Turkey’s unprecedented move follows similar threats in Poland where there is a pending request by the Prime Minister to the Constitutional Tribunal to assess the constitutionality of the treaty and a bill in Parliament calling on the President to withdraw Poland from the Istanbul Convention and to create a new convention on the “rights of the family”.
The Convention is becoming a tool in the hands of interest groups to spread misinformation and demonise gender equality and women’s and LGBTI people’s rights. Contrary to what governments in these countries argue, the real threat to “family values”, which, of course, are held dear by countless LGBTI people, are the perpetrators of gender-based and domestic violence. In 2019, the Venice Commission, an advisory body to the Council of Europe, issued an opinion assessing the constitutional implications of the ratification at the request of the Minister of Justice of Amenia, which provides a very useful analysis debunking many misconceptions about the treaty.
It is a lifesaving instrument that is making a difference
Women’s groups and allies in many countries have successfully campaigned against violence against women using the Istanbul Convention as a benchmark. Ironically, in countries where misinformation about the Convention is being spread – including Turkey and Poland- people have come together to fight for it,prevent violence against women and campaign for gender equality.
As a result, change is happening. For example, in Finland funding of shelters for survivors of domestic violence was understood to be a state responsibility thanks to the Istanbul Convention, ensuring moreservices and support. Finland and other countries such as Albania, Serbia and Montenegro have set up national helplines coinciding with the entry into force of the Convention.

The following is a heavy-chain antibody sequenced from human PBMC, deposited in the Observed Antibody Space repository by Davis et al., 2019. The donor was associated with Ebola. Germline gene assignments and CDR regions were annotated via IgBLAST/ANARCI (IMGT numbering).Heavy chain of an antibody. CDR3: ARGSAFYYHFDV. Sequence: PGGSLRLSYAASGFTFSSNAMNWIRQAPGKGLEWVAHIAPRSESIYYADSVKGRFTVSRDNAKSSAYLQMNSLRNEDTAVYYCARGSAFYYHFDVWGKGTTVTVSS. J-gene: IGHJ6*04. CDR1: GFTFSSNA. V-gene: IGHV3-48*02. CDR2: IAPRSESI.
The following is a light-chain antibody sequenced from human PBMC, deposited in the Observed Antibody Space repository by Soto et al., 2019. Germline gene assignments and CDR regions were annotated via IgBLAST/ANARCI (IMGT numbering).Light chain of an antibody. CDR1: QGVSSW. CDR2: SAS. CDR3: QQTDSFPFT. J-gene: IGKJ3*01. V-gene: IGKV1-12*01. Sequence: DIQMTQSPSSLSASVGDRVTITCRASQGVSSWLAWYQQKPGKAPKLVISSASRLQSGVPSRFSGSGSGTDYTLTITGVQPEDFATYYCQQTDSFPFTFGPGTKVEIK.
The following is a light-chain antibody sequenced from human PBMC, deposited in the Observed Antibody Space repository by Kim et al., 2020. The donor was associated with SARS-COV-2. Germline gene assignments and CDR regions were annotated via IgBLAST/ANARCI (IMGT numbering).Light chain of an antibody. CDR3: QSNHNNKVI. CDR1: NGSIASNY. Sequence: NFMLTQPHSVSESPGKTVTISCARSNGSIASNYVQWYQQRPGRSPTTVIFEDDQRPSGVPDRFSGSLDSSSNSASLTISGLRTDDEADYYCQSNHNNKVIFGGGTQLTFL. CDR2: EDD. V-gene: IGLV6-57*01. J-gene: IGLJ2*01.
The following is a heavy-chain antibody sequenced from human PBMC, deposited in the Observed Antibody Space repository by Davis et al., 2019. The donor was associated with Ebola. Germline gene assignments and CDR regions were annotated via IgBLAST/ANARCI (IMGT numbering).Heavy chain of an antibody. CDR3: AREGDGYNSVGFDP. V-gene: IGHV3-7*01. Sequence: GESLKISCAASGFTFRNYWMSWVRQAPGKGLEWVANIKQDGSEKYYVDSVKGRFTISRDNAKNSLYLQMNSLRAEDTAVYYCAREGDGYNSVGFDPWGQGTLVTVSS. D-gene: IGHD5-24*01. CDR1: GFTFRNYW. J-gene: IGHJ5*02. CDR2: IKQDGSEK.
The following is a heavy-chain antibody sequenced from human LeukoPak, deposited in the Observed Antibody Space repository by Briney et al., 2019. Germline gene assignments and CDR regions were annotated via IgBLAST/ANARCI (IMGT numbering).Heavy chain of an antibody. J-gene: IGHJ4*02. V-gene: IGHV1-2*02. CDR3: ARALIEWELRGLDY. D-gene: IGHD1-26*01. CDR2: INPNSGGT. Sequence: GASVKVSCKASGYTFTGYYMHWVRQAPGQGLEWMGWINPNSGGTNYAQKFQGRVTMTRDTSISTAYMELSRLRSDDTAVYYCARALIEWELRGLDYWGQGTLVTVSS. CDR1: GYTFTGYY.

In addition, in the past few years, Iceland, Sweden, Greece, Croatia, Malta and Denmark have reformed their laws to ensure that rape is defined as sex without consent, as required by the Convention. In Sweden, the law has so far resulted in a significant increase in convictions and, to a lesser degree, in prosecutions.
The reality is that no country is free from violence against women and there is a long way to go to achieve long-lasting change. But governments that sign and ratify the Convention are implementing measures to stop this and sending a strong message to the world that there is political will to protect women’s rights and save lives.